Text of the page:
“We want to know whether the basic physics of photon detection allows us, at least theoretically, to have all of the attributes we want simultaneously, or whether there are inherent tradeoffs,” Kumar said. “And if tradeoffs are necessary, what combination of these attributes can I maximize at the same time?”

“The goal of the Detect program is to determine how precisely we can spot individual photons and whether we can maximize key characteristics of photon detectors simultaneously in a single system,” said Prem Kumar, DARPA program manager. “This is a fundamental research effort, but answers to these questions could radically change light detection as we know it and vastly improve the many tools and avenues of discovery that today rely on light detection.”

Photons in the visible range fill at the minimum a cubic micron of space, which might seem to make them easy to distinguish and to count. The difficulty arises when light interacts with matter. A cubic micron of conventional photon-detection material has more than a trillion atoms, and the incoming light will interact with many of those atoms simultaneously. That cloud of atoms has to be modeled quantum mechanically to conclude with precision that a photon was actually there. And modeling at that massive scale hasn’t been possible—until recently.

“For decades we saw few significant advances in photon detection theory, but recent progress in the field of quantum information science has allowed us to model very large and complicated systems,” Kumar said. Advances in nano-science have also been critical, he added. “Nano-fabrication techniques have come a long way. Now not only can we model, but we can fabricate devices to test those models.”

The Fundamental Limits of Photon Detection (Detect) Program will establish the first-principles limits of photon detector performance by developing new models of photon detection in a variety of technology platforms, and by testing those models in proof-of-concept experiments.


DARPA SBIR to improve upon nanowire single-photon detector performance

DARPA issued SBIR project in 2014 to further improve upon the current state-of-the-art in nanowire single-photon detector performance while advancing the supporting technologies to allow for a compact, turn-key commercial system.

New results in superconducting nanowire devices have shown that high detection rates, low dark-count rates (DCRs), and high efficiency are all possible simultaneously with operating temperatures between 1 and 4 K.

Despite these results, further performance improvements are needed. For example, detection efficiency (DE) above 90% and bandwidth (BW) approaching 1 GHz has yet to be achieved simultaneously. In addition, innovations leading to a reduction in the system footprint and improved operability will provide better accessibility of such technologies to the relevant scientific and engineering communities.

The final system should provide multiple (>2), independent single-pixel detectors with performance superior to all current commercially available options (DE>90%, BW~1GHz, DCR< 1 Hz) in a ~5U 19™ rack-mount package. To achieve these goals, work under this SBIR may include the following: efforts to increase fabrication yields through the use of new materials or fabrication techniques, new device designs to improve bandwidth and sensitivity, efforts to reduce system SWaP through compact, application-specific cooling systems, electronics, and packaging.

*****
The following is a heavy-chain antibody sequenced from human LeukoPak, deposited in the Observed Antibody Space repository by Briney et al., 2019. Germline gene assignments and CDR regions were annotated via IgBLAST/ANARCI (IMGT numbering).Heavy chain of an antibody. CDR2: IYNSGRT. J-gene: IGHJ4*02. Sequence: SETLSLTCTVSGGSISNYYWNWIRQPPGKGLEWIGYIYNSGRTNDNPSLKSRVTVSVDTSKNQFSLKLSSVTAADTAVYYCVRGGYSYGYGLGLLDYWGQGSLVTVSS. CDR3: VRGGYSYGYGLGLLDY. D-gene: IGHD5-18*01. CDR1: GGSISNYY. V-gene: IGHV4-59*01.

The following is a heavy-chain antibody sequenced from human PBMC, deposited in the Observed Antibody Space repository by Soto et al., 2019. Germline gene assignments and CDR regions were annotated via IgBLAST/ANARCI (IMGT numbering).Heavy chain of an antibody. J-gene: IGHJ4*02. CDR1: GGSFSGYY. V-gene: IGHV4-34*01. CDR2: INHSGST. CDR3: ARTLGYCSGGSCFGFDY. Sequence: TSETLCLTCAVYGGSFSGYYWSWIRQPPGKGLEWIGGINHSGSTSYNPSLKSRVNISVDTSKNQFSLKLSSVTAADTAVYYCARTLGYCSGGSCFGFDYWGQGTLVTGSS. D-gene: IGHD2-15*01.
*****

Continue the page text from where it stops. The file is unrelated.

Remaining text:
The detectors developed under this SBIR will have applications for the DoD which include secure communications and active stand-off imaging systems. The improved availability and SWaP will allow the use of these detectors in all relevant government labs and open the door to new fieldable systems. For example, low power, portable optical communication links exceeding RF system bandwidths by 10-100x may be possible using the technology developed under this SBIR.

Photomultiplier (PMT) Tubes

A PMT consists of a photocathode and a series of dynodes in an evacuated glass enclosure. When a photon of sufficient energy strikes the photocathode, it ejects a photoelectron due to the photoelectric effect. The photocathode material is usually a mixture of alkali metals, which make the PMT sensitive to photons throughout the visible region of the electromagnetic spectrum. The photocathode is at a high negative voltage, typically -500 to -1500 volts.

The photoelectron is accelerated towards a series of additional electrodes called dynodes. These electrodes are each maintained at successively less negative potentials. Additional electrons are generated at each dynode. This cascading effect creates 105 to 107 electrons for each photoelectron that is ejected from the photocathode. The amplification depends on the number of dynodes and the accelerating voltage. This amplified electrical signal is collected at an anode at ground potential, which can be measured.

PMTs can have large active areas, but they suffer from low efficiency (~10%), high jitter (~150-ps) and high dark count rate. They are fragile, bulky, and sensitive to magnetic fields, require very high operating voltages, and are not conducive to making large format detector arrays. Moreover, their sensitivity in the SWIR spectral band is poor. Although PMT still plays an important role in some applications today, as with many vacuum tube-based devices, this 80-year-old technology is gradually being replaced by newer solid-state devices.


References and Resources also include:






World’s first Quantum satellite launched by China will enable it to build global unhackable ground and space network infrastructure